Hanging on a wall in the offices of Drs. Richard Buyalos and Gary Hubert are the testimonials to their company's success.
Arranged behind a pane of polished glass are birth announcements, ultrasound images of embryonic twins and photographs of day-old zygotes that in nine months will emerge as fuzzy-haired newborns.
"By and large, this is a pretty happy field," Buyalos said. "There's an extraordinary amount of satisfaction in it."
Since opening Fertility and Surgical Associates of California two months ago in Thousand Oaks, the two have played a pivotal role in the making of more than a dozen families.
As the only full-service fertility and in-vitro fertilization clinic in Ventura County, as well as the only one between Los Angeles and the Bay Area, both have been kept busy counseling and helping couples bring babies into the world.
Previously, local couples who were having a difficult time conceiving a child would have to go to Los Angeles or farther to get the same kind of assistance.
"We specialize in every aspect of fertility here," Hubert said. "There are any number of treatments available, from timed conception to fertility drugs to in-vitro fertilization, and it's all something that we're able to do right here."
Before launching the local center, Buyalos and Hubert worked at the UCLA Department of Reproductive Endocrinology and Infertility.
Both are board certified and continue to work at the UCLA School of Medicine as clinical professors.
It was just 20 years ago that the first in-vitro--or test-tube--baby was conceived.
At that time it was like science fiction becoming reality, but the procedure since has become more advanced and is now considered routine.
There are about 300 fertility clinics in the country to help the estimated 15% of couples who have difficulty conceiving a child.
Many had been operated out of hospitals, but the economics of reproductive medicine have changed so much that cost-conscious hospitals are beginning to phase out their programs, turning the industry over to clinics such as Fertility and Surgical Associates.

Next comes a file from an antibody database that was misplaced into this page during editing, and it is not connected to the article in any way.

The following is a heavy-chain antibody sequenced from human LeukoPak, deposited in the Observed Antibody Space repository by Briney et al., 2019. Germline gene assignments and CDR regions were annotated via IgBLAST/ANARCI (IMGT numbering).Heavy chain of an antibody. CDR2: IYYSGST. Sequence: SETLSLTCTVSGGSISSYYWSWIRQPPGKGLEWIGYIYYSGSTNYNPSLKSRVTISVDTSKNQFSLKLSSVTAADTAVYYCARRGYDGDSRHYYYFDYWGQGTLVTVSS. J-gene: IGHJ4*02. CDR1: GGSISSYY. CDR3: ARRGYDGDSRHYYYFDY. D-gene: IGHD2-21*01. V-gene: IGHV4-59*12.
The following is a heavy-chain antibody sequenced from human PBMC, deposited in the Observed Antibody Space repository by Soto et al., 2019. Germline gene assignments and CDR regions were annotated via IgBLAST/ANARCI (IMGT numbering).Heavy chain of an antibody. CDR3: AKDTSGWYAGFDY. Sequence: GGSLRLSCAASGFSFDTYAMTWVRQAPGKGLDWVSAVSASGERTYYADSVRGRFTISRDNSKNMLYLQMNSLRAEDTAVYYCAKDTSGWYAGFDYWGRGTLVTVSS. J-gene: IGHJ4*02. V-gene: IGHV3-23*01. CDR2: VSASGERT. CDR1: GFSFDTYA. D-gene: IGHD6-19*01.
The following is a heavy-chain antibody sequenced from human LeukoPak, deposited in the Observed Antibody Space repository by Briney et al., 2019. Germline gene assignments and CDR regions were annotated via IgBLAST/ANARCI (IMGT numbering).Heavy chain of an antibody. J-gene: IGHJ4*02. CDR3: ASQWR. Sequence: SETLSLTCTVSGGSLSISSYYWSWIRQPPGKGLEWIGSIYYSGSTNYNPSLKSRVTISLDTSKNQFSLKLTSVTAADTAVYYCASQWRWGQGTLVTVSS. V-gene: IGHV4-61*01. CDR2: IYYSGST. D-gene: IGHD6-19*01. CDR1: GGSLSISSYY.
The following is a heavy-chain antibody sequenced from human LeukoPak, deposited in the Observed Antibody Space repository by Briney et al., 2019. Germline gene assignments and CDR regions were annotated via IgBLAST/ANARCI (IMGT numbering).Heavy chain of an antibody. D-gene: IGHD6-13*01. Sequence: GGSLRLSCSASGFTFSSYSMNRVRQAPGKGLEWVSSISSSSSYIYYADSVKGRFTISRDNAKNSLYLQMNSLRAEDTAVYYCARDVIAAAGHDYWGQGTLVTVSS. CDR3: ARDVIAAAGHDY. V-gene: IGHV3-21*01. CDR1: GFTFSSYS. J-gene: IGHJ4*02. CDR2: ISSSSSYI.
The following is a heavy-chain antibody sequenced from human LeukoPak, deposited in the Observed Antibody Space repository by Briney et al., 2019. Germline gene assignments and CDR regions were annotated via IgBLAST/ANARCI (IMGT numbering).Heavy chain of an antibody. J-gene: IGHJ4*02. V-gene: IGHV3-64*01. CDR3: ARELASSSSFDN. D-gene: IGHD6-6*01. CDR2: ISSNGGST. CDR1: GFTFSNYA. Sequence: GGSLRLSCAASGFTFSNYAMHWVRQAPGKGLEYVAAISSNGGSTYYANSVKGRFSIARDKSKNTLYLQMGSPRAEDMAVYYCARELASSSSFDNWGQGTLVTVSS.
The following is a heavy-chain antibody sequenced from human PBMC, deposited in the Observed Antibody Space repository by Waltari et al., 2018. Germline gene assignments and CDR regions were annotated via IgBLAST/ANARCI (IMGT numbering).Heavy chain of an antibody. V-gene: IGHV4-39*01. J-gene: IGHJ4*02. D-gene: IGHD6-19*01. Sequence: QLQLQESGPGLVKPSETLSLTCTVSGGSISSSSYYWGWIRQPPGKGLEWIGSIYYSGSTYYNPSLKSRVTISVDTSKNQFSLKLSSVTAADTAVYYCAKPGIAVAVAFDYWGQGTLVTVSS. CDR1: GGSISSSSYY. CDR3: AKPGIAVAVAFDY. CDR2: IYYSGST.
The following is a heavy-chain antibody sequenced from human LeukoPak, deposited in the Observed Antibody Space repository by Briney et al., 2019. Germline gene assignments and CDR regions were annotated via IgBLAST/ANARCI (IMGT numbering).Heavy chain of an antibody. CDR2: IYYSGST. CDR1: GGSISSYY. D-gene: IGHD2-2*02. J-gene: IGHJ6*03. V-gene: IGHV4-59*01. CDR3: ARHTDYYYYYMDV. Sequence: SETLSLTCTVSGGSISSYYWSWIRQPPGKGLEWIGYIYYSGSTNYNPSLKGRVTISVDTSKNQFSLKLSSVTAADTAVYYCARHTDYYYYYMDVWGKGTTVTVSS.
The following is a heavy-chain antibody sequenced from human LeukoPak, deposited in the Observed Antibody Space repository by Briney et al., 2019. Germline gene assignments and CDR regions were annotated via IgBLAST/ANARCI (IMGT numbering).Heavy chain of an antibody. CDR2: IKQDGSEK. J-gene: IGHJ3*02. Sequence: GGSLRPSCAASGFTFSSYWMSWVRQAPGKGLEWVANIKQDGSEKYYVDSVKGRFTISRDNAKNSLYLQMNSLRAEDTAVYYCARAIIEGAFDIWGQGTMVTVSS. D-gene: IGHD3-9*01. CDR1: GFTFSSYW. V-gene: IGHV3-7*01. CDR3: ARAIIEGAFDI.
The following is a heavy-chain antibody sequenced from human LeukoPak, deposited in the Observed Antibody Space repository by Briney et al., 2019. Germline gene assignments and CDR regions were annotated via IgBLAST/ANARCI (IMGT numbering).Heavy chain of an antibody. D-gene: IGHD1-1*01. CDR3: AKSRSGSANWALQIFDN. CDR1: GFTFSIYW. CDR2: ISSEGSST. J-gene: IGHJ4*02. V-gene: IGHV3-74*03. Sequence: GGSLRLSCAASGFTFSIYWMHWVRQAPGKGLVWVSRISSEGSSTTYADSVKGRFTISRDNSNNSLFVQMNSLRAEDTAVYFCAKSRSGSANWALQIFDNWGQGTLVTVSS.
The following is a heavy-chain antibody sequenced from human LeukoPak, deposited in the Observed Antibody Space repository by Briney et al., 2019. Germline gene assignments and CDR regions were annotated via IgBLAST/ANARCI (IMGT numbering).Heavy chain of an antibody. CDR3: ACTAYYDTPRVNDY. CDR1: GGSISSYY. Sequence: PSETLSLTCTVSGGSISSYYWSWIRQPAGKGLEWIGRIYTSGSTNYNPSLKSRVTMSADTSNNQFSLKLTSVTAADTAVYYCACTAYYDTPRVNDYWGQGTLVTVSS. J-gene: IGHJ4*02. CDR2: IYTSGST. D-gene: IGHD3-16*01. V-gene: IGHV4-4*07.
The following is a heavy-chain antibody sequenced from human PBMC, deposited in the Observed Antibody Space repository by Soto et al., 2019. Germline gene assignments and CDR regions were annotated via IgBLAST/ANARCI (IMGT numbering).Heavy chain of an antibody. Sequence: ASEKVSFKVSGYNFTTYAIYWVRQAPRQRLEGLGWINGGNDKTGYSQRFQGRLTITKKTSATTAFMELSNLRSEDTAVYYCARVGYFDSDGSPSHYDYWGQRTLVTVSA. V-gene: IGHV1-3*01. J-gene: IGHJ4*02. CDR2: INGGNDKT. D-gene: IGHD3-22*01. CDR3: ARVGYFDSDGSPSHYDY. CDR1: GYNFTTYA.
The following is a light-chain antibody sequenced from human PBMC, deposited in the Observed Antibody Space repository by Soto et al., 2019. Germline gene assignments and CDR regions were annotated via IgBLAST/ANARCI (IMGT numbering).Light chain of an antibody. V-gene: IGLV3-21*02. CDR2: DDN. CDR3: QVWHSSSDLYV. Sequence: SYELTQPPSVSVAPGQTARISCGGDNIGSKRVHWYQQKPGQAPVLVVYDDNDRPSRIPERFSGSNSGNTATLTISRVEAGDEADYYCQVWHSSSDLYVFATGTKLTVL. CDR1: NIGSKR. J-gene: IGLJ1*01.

The concept of in-vitro fertilization is fairly straightforward, but--because of its extreme delicacy--the process can be difficult and expensive.
The procedure, reserved for the most extreme cases of infertility, begins with a battery of tests to check the health of the prospective mother.
If she is deemed a good candidate, eggs are harvested from the ovaries.
Then, using hollow glass tubes finer than a human hair, clinic technicians pierce the cell wall and fertilize the egg.
After cell division has begun, the eggs are transplanted back into the mother. Doctors then monitor her for several weeks to determine whether any of the zygotes survived and are continuing to develop.
At some hospitals and clinics, the procedure can cost as much as $18,000, the doctors say.
Because the entire procedure is done in-house, Buyalos and Hubert said, they are able to keep costs down. A single in-vitro fertilization procedure costs $5,000 and three cost $7,500.
In addition, they said, they are able to give patients a better standard of care because they are involved with the process from beginning to end.
The clinic employs a trained embryologist to do the actual fertilization procedure and monitor development.
"We personally do every aspect of this process, from the ultrasound exams to the [transplant] with our own hands," Hubert said.
After six years, two doctors and many in-vitro attempts, Lori Cangemi decided to visit the center, where she met with Hubert.
The difference, she said, was startling.
"Before I didn't think I was getting the attention I needed, but Dr. Hubert was great. . . . He'd sit with me and read my chart, and I could just tell that the wheels were turning," she said. She got pregnant shortly thereafter, but because of a rare uterine problem, the embryos did not survive.
Cangemi, 37, with the help of her sister decided to pursue a surrogate pregnancy.
Hubert implanted four of Cangemi's eggs into her sister and hoped for the best.
"She called me two days later and said she could tell she was pregnant and was pretty sure it was twins," Cangemi said. "It was amazing."
And true. In about seven months, Cangemi and her husband are due to become the parents of two children.
"I'd been through a lot before going there and never really felt any of the other doctors I visited could really help me," she said. "But I really felt taken care of there. . . . It was easy and they were honest with me all the time."
As for the future, Buyalos and Hubert said they already have had more patients turn to them than they initially expected, and they think that will continue.
"We always knew the area was underserved, so I'm not that surprised that we're busier than we anticipated," Buyalos said.
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